Championship Waters Await Hawkeye Swimmers

Feb. 24, 2010

The Iowa men’s swimming and diving team will compete in the Big Ten Championships Wednesday-Saturday at Columbus, OH. All events will be held at the McCorkle Aquatic Pavilion on the Ohio State University campus. Event prelims are scheduled to start at 11 a.m. (CT) each day, while event finals are set to start at 6 p.m. (CT) each evening.

All-session tickets are $40 for adults and $25 for students (age 3-college). Single-session tickets are $8 for adults and $5 for students. Tickets are available through ticket master at 1-800-745-3000 .

A portion of the three-day event will air March 7 at 11 a.m. (CT) on the Big Ten Network.

Fans unable to make the trip to Columbus, OH can visit to view live results throughout the Big Ten Championships. A live results link is available on the men’s swimming schedule page. Ohio State is also planning on streaming each session of the championships live. To view live streaming, visit

Freshmen Duncan Partridge, Ryan Phelan, and Paul Gordon, sophomore Max Dittmer, juniors Brian Farris and Nick Divan and senior James Dragon also swam legs on the placewinning relays. Divan placed 10th in the 1,650 free (15:14.78). Phelan placed 15th in the 50 free (20.24). Hawkeye divers Frank Van Dijkhuzen and Michael Gilligan placed 12th on one-meter (319.20) and 13th on platform (335.45), respectively.

Iowa has won three Big Ten team titles in school history (1936, 1981, 1982), and crowned 104 individual conference champions (76 in individual events, 20 in relays and eight in diving).

Three Hawkeyes have earned Swimmer of the Championships honors – Artur Wojdat (1991, 1992), Rafal Szukala (1994) and Ales Abersek (2000). Wojdat was named Big Ten Swimmer of the Year three times (1990, 1991, 1992), while former Hawkeye John Davey earned the honor twice (1987, 1988). Diving coach Bob Rydze has been named conference diving coach of the year three times (1985, 1986 and 1995).

Two Hawkeye divers top the list of all-time Big Ten top performers. Timo Klami scored a 625.60 on one-meter (11 dives) in 2003, while Randy Abelman posted a 448.20 on three-meter (6 dives) in 1981.

Iowa won its last Big Ten individual swimming titles in 2000 when Ales Abersek took the 100 (47.68) and 200 fly (1:44.93) crowns and Jay Glenn won the 200 free (1:36.84). Iowa’s last Big Ten diving champion was Timo Klami on three-meter (596.40) in 2003. Iowa’s last Big Ten relay champion was the 200 free relay of Krzystzof Cwalina, Tim Schnulle, Jim Mulligan and Rafal Szukala (1:19.69) in 1995.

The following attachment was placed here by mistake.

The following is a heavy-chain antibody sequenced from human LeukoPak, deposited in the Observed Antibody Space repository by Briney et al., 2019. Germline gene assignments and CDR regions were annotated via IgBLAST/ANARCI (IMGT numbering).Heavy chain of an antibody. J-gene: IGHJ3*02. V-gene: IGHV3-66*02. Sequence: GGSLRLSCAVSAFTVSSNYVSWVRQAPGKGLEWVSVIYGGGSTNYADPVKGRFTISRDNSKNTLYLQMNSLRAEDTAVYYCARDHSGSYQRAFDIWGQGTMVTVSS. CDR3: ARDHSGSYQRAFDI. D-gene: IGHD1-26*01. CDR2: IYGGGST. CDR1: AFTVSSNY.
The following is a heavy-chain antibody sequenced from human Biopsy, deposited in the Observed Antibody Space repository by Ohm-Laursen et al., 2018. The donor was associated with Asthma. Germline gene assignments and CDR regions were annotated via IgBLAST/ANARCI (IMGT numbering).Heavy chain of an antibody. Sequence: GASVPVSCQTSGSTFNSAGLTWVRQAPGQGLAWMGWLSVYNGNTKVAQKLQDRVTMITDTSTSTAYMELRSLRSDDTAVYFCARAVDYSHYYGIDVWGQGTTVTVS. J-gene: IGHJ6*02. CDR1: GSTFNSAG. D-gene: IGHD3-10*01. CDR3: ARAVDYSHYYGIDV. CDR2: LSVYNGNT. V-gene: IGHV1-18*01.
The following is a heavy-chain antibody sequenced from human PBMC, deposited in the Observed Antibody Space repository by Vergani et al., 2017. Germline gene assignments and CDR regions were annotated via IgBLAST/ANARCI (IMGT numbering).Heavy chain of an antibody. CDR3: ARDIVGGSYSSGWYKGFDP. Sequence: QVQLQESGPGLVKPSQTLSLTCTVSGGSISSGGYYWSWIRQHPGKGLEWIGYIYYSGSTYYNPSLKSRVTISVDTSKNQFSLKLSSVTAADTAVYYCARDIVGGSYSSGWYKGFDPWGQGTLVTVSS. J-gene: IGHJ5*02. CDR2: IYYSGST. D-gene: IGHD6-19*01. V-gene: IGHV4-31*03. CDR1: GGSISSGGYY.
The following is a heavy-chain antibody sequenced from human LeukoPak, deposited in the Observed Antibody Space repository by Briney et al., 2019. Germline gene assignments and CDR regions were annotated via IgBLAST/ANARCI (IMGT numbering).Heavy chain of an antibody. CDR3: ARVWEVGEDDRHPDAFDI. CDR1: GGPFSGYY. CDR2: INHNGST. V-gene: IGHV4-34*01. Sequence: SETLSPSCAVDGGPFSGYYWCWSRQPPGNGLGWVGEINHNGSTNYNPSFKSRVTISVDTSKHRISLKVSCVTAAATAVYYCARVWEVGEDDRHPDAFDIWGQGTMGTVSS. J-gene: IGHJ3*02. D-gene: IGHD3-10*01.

Marc Long is in his sixth season as head coach for the University of Iowa swimming program. It’s his fifth year as head coach of the combined programs. During his tenure as head coach of both programs, 10 school records have fallen and 45 Hawkeyes have provisionally qualified for the NCAA Championships. Under Long, the men’s team has a 27-18 record, while the women’s squad has a 39-34 mark.

As a Hawkeye swimmer (1987-89), Long was a multiple NCAA finalist, six-time all-American and three-time Big Ten Champion, winning two conference titles in the 100 fly and one as part of the 400 free relay. He was voted a team captain in 1989 and helped lead the Hawkeyes to a Big Ten runners-up finish, and their highest team placing (eighth) in modern day history at the NCAA Championships. Long swam on Iowa’s Big Ten and NCAA record setting 200 free relay that year.

Long is assisted by Kirk Hampleman (Auburn, 2002), Frannie Malone (Iowa, 2000) and Nathan Mundt (Tampa, 2001).

Bob Rydze is in his 35th year as diving coach of the Hawkeye men and women’s teams. During his tenure with the Hawkeyes, Rydze has coached 31 all-Americans, nine Big Ten and one NCAA Champion. Rydze served as Team Leader for USA Diving at the 2008 Olympics in Beijing, China.

Max Dittmer turned in the seventh fastest 100 back in school history at last year’s Big Ten Championships.

Since 1917, the University of Iowa swimming and diving program has been rich in tradition. Iowa was one of the first schools in the nation to compete on a collegiate level, and competed at the first NCAA Championship. From 1937 to 1960, Iowa placed in the NCAA top 10 18 times, crowning nine NCAA and 22 Big Ten champions. In its 93-year history, the Iowa men’s team has produced 17 Olympians, 26 NCAA champions and 382 all-Americans.

Iowa’s facility, the Field House Pool, was the world’s largest indoor pool when it was dedicated in January 1927. Head Coach Dave Armbruster, who founded the team in 1917 and coached until 1957, designed the facility. The Field House pool was the birthplace of the butterfly stroke. Armbruster and swimmer Jack Sieg collaborated in its development in the 1930s. The acceptance of the new stroke encountered considerable controversy and was first used Feb. 25, 1935, in Iowa City in the medley relay in a dual against Wisconsin. The relay included Dick Westerfield, Sieg and Adolph Jacobsmeyer. Sieg’s time was five seconds faster than the existing 100-yard world record.

Iowa just completed its 83rd and final season in the historic Field House Pool. Iowa’s Field House Pool was built in 1927 and was, at the time, the world’s largest indoor swimming pool. In 1979, the pool underwent a $400,000 renovation. Diving platforms were added in 1980. The pool is 150 feet long and 60 feet wide, with eight lanes. Diving facilities include a pair of one and three meter springboards, plus five and ten meter platforms.

Ground was broken for the Campus Recreation and Wellness Center in October, 2007. The Iowa Swimming and Diving team will break-in the new facility at the start of the 2010-11 season. The facility is located at the corner of Burlington and Madison streets and is expected to cost $69 million.

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